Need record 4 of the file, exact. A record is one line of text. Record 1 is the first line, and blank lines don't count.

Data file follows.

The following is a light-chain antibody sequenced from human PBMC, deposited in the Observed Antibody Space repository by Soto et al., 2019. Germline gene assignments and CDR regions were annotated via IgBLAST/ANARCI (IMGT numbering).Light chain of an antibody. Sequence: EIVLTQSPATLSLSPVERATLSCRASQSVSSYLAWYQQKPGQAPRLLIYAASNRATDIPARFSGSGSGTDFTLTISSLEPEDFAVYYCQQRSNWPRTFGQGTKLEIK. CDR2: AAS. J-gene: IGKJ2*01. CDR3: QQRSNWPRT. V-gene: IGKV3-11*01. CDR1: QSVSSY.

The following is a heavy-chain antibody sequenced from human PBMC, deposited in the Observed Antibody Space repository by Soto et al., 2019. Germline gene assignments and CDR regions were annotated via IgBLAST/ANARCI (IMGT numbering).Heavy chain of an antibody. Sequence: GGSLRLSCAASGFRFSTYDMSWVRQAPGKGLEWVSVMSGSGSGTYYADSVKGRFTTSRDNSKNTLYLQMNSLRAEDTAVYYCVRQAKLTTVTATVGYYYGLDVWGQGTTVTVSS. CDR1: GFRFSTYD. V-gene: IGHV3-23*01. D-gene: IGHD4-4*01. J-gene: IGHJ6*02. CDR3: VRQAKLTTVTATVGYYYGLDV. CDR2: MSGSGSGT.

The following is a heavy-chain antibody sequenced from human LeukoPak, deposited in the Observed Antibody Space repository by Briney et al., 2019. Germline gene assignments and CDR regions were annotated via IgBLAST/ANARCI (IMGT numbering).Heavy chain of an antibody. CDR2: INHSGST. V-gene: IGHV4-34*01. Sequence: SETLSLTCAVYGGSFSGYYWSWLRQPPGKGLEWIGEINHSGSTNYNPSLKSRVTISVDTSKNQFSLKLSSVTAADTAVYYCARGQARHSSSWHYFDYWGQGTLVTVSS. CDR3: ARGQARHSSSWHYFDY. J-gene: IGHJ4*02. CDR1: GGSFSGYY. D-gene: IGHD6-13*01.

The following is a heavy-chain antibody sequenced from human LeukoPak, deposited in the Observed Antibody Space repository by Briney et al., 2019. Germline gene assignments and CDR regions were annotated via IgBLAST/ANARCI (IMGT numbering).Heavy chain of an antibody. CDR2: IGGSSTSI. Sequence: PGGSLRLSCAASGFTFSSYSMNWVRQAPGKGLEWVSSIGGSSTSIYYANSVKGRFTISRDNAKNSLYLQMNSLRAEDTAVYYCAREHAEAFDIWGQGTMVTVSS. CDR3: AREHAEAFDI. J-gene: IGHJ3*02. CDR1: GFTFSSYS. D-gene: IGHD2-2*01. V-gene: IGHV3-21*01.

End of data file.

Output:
The following is a heavy-chain antibody sequenced from human LeukoPak, deposited in the Observed Antibody Space repository by Briney et al., 2019. Germline gene assignments and CDR regions were annotated via IgBLAST/ANARCI (IMGT numbering).Heavy chain of an antibody. CDR2: IGGSSTSI. Sequence: PGGSLRLSCAASGFTFSSYSMNWVRQAPGKGLEWVSSIGGSSTSIYYANSVKGRFTISRDNAKNSLYLQMNSLRAEDTAVYYCAREHAEAFDIWGQGTMVTVSS. CDR3: AREHAEAFDI. J-gene: IGHJ3*02. CDR1: GFTFSSYS. D-gene: IGHD2-2*01. V-gene: IGHV3-21*01.